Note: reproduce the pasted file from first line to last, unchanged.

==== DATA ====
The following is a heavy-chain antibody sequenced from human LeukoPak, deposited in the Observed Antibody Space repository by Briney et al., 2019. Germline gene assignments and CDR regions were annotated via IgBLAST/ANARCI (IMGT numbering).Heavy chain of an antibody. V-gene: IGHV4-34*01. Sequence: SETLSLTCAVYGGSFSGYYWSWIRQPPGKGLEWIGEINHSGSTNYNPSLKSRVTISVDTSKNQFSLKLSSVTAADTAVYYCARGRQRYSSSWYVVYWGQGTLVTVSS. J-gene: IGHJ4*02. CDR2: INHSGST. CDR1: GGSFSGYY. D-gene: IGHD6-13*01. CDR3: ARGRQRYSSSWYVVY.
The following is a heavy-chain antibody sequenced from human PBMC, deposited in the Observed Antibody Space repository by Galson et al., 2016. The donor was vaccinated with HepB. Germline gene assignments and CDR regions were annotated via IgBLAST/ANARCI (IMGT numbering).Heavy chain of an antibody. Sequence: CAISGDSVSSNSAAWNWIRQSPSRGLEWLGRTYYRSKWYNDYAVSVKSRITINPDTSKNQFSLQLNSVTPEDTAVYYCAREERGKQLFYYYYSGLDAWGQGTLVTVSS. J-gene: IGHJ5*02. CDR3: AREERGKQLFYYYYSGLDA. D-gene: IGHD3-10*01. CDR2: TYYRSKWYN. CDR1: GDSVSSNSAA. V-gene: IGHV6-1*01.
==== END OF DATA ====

The following is a heavy-chain antibody sequenced from human LeukoPak, deposited in the Observed Antibody Space repository by Briney et al., 2019. Germline gene assignments and CDR regions were annotated via IgBLAST/ANARCI (IMGT numbering).Heavy chain of an antibody. V-gene: IGHV4-34*01. Sequence: SETLSLTCAVYGGSFSGYYWSWIRQPPGKGLEWIGEINHSGSTNYNPSLKSRVTISVDTSKNQFSLKLSSVTAADTAVYYCARGRQRYSSSWYVVYWGQGTLVTVSS. J-gene: IGHJ4*02. CDR2: INHSGST. CDR1: GGSFSGYY. D-gene: IGHD6-13*01. CDR3: ARGRQRYSSSWYVVY.
The following is a heavy-chain antibody sequenced from human PBMC, deposited in the Observed Antibody Space repository by Galson et al., 2016. The donor was vaccinated with HepB. Germline gene assignments and CDR regions were annotated via IgBLAST/ANARCI (IMGT numbering).Heavy chain of an antibody. Sequence: CAISGDSVSSNSAAWNWIRQSPSRGLEWLGRTYYRSKWYNDYAVSVKSRITINPDTSKNQFSLQLNSVTPEDTAVYYCAREERGKQLFYYYYSGLDAWGQGTLVTVSS. J-gene: IGHJ5*02. CDR3: AREERGKQLFYYYYSGLDA. D-gene: IGHD3-10*01. CDR2: TYYRSKWYN. CDR1: GDSVSSNSAA. V-gene: IGHV6-1*01.